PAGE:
Morocco: Rabat reacts to law criminalising violence against women

A new law criminalising violence against women and banning forced marriages went into effect in Morocco on September 12, seven months after it was approved in Parliament on February 14.
Known as the Hakkaoui law, it is named after Moroccan Minister of Solidarity, Women, Family and Social Development Bassima Hakkaoui.
A government survey found that almost 63 percent of women aged 18-65 had been subject to violence in Morocco.
"We see that there are massive violations against women's rights. The first nationwide research examining violence against women was conducted in 2009. To be honest, this is a scary number: 62.8 percent of women suffer from violence in different forms," Hakkaoui said in an interview filmed on September 17.
"We cannot just implement this law in courts. It has to be implemented by spreading awareness as to what this law entails, and educating both men and women about it. For women, so that they know their rights. And for men, because this is a common value," Hakkaoui added.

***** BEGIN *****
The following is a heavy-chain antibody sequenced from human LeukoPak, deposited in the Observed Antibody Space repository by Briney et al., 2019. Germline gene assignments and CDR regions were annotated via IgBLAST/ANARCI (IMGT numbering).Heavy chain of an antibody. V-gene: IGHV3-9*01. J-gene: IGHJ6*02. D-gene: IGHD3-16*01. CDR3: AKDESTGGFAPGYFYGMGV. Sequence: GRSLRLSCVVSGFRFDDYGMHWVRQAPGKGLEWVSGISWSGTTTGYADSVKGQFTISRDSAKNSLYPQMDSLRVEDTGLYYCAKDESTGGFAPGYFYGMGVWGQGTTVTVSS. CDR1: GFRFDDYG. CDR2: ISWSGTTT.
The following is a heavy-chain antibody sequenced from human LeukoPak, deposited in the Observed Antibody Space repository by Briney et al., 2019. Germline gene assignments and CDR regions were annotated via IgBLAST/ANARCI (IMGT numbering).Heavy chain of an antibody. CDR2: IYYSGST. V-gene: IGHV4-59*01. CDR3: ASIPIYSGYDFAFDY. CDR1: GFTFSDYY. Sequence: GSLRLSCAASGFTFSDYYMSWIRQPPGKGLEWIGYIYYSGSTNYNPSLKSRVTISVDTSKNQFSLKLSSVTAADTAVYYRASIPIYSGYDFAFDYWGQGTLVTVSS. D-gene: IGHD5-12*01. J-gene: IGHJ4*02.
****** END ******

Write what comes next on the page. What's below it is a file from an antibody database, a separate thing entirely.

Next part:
Among its measures, the law provides a definition of sexual harassment, including unwelcome acts, comments or signs of a sexual nature, carried out in person, via telephone or online.
Human Rights Watch says the act delivers progress in some areas, but that further reform is needed, criticising the legislation for not "explicitly" criminalising marital rape and for failing to provide a definition of domestic violence.
Footage from September 14 shows Rabat residents reacting to the law with largely favourable opinions.
"For me this is a gain for Moroccan society and Moroccan women, that we have a law," one resident said.
"I am in favour of the law against sexual harassment because sexual harassment is very much present in Morocco," said another resident.
Punishments for violating the law range from one month to five years in jail and fines from $200 (€170) to $1,000 (€850). Punishments are harsher in case of personal or professional familiarity between perpetrator and victim, or in case of the perpetrator belonging to the security authorities.